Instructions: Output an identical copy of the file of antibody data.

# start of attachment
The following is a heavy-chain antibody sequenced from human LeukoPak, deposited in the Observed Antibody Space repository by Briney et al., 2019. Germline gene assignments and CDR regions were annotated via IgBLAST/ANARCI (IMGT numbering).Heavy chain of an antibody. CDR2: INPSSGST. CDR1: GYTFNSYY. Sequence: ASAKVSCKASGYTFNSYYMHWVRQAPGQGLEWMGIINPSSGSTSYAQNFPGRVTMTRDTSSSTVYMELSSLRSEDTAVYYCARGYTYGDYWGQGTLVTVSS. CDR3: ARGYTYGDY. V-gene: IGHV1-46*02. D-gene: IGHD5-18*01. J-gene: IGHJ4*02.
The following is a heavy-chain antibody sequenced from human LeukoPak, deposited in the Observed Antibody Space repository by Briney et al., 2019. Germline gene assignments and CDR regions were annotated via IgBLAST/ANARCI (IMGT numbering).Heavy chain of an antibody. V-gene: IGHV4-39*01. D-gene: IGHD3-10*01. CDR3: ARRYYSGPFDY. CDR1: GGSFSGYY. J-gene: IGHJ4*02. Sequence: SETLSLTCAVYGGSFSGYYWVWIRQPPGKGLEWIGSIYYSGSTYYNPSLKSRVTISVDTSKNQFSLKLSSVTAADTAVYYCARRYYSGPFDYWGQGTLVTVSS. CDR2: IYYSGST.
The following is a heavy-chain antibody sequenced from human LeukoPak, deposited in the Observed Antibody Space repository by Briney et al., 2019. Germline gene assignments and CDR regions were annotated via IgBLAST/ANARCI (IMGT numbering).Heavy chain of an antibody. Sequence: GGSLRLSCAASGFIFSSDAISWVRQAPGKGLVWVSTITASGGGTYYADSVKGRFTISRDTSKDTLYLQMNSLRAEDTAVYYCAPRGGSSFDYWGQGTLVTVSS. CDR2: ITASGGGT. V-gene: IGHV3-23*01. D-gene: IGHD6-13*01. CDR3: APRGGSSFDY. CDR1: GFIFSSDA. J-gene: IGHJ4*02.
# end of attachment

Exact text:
The following is a heavy-chain antibody sequenced from human LeukoPak, deposited in the Observed Antibody Space repository by Briney et al., 2019. Germline gene assignments and CDR regions were annotated via IgBLAST/ANARCI (IMGT numbering).Heavy chain of an antibody. CDR2: INPSSGST. CDR1: GYTFNSYY. Sequence: ASAKVSCKASGYTFNSYYMHWVRQAPGQGLEWMGIINPSSGSTSYAQNFPGRVTMTRDTSSSTVYMELSSLRSEDTAVYYCARGYTYGDYWGQGTLVTVSS. CDR3: ARGYTYGDY. V-gene: IGHV1-46*02. D-gene: IGHD5-18*01. J-gene: IGHJ4*02.
The following is a heavy-chain antibody sequenced from human LeukoPak, deposited in the Observed Antibody Space repository by Briney et al., 2019. Germline gene assignments and CDR regions were annotated via IgBLAST/ANARCI (IMGT numbering).Heavy chain of an antibody. V-gene: IGHV4-39*01. D-gene: IGHD3-10*01. CDR3: ARRYYSGPFDY. CDR1: GGSFSGYY. J-gene: IGHJ4*02. Sequence: SETLSLTCAVYGGSFSGYYWVWIRQPPGKGLEWIGSIYYSGSTYYNPSLKSRVTISVDTSKNQFSLKLSSVTAADTAVYYCARRYYSGPFDYWGQGTLVTVSS. CDR2: IYYSGST.
The following is a heavy-chain antibody sequenced from human LeukoPak, deposited in the Observed Antibody Space repository by Briney et al., 2019. Germline gene assignments and CDR regions were annotated via IgBLAST/ANARCI (IMGT numbering).Heavy chain of an antibody. Sequence: GGSLRLSCAASGFIFSSDAISWVRQAPGKGLVWVSTITASGGGTYYADSVKGRFTISRDTSKDTLYLQMNSLRAEDTAVYYCAPRGGSSFDYWGQGTLVTVSS. CDR2: ITASGGGT. V-gene: IGHV3-23*01. D-gene: IGHD6-13*01. CDR3: APRGGSSFDY. CDR1: GFIFSSDA. J-gene: IGHJ4*02.